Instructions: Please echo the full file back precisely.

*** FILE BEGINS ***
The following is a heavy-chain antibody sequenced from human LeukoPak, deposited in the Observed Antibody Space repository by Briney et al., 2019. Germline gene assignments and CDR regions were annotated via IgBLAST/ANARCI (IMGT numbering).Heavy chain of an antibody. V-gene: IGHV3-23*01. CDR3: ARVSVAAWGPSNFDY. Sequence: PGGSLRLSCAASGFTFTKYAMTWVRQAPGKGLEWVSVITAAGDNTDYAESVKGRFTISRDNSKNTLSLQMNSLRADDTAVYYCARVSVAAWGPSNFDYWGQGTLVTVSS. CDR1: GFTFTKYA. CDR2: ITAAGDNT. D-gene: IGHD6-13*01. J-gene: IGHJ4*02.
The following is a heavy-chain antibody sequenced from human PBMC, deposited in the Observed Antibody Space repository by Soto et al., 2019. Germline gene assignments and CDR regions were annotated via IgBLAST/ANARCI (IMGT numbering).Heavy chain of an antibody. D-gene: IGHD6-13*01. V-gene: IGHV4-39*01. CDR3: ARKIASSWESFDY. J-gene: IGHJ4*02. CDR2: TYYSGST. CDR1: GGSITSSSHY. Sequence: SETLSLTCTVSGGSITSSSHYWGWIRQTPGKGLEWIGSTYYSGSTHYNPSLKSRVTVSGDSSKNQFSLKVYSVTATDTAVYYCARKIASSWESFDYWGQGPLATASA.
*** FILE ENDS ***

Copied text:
The following is a heavy-chain antibody sequenced from human LeukoPak, deposited in the Observed Antibody Space repository by Briney et al., 2019. Germline gene assignments and CDR regions were annotated via IgBLAST/ANARCI (IMGT numbering).Heavy chain of an antibody. V-gene: IGHV3-23*01. CDR3: ARVSVAAWGPSNFDY. Sequence: PGGSLRLSCAASGFTFTKYAMTWVRQAPGKGLEWVSVITAAGDNTDYAESVKGRFTISRDNSKNTLSLQMNSLRADDTAVYYCARVSVAAWGPSNFDYWGQGTLVTVSS. CDR1: GFTFTKYA. CDR2: ITAAGDNT. D-gene: IGHD6-13*01. J-gene: IGHJ4*02.
The following is a heavy-chain antibody sequenced from human PBMC, deposited in the Observed Antibody Space repository by Soto et al., 2019. Germline gene assignments and CDR regions were annotated via IgBLAST/ANARCI (IMGT numbering).Heavy chain of an antibody. D-gene: IGHD6-13*01. V-gene: IGHV4-39*01. CDR3: ARKIASSWESFDY. J-gene: IGHJ4*02. CDR2: TYYSGST. CDR1: GGSITSSSHY. Sequence: SETLSLTCTVSGGSITSSSHYWGWIRQTPGKGLEWIGSTYYSGSTHYNPSLKSRVTVSGDSSKNQFSLKVYSVTATDTAVYYCARKIASSWESFDYWGQGPLATASA.